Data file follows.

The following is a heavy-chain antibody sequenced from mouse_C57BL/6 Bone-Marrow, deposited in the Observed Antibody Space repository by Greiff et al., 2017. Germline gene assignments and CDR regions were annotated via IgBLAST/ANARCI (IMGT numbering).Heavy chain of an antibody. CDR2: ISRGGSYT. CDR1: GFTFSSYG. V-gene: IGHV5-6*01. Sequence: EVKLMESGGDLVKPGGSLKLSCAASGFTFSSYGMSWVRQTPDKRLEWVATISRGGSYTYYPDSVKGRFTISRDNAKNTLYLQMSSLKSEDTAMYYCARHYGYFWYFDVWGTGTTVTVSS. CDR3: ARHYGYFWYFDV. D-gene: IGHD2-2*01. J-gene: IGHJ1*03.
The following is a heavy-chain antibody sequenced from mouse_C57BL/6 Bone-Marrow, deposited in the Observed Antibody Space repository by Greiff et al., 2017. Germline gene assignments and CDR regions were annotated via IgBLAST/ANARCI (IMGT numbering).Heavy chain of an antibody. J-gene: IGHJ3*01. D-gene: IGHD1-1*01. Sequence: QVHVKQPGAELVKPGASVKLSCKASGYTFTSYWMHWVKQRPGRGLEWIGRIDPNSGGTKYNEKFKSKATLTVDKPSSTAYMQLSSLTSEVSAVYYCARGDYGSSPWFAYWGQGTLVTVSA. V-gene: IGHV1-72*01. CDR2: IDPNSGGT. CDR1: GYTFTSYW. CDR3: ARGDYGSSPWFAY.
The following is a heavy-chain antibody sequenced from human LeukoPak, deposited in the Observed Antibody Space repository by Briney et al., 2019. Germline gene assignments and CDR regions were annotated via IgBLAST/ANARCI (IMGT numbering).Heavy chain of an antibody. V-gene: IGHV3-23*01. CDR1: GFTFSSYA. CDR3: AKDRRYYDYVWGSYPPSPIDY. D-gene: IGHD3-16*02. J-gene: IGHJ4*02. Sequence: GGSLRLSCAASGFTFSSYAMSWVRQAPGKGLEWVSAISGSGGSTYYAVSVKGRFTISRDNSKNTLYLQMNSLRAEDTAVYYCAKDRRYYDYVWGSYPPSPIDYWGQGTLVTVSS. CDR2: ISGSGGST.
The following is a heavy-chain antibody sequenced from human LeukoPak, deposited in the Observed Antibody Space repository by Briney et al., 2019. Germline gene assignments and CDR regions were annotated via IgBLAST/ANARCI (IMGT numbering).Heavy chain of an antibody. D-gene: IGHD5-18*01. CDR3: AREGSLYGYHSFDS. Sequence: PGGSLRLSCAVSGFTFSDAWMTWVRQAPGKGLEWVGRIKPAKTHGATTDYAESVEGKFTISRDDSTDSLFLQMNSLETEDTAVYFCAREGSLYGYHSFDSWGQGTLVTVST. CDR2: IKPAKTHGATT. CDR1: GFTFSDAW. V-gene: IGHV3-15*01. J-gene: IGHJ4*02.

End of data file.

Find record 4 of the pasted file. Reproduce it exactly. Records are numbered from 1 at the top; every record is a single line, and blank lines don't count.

The following is a heavy-chain antibody sequenced from human LeukoPak, deposited in the Observed Antibody Space repository by Briney et al., 2019. Germline gene assignments and CDR regions were annotated via IgBLAST/ANARCI (IMGT numbering).Heavy chain of an antibody. D-gene: IGHD5-18*01. CDR3: AREGSLYGYHSFDS. Sequence: PGGSLRLSCAVSGFTFSDAWMTWVRQAPGKGLEWVGRIKPAKTHGATTDYAESVEGKFTISRDDSTDSLFLQMNSLETEDTAVYFCAREGSLYGYHSFDSWGQGTLVTVST. CDR2: IKPAKTHGATT. CDR1: GFTFSDAW. V-gene: IGHV3-15*01. J-gene: IGHJ4*02.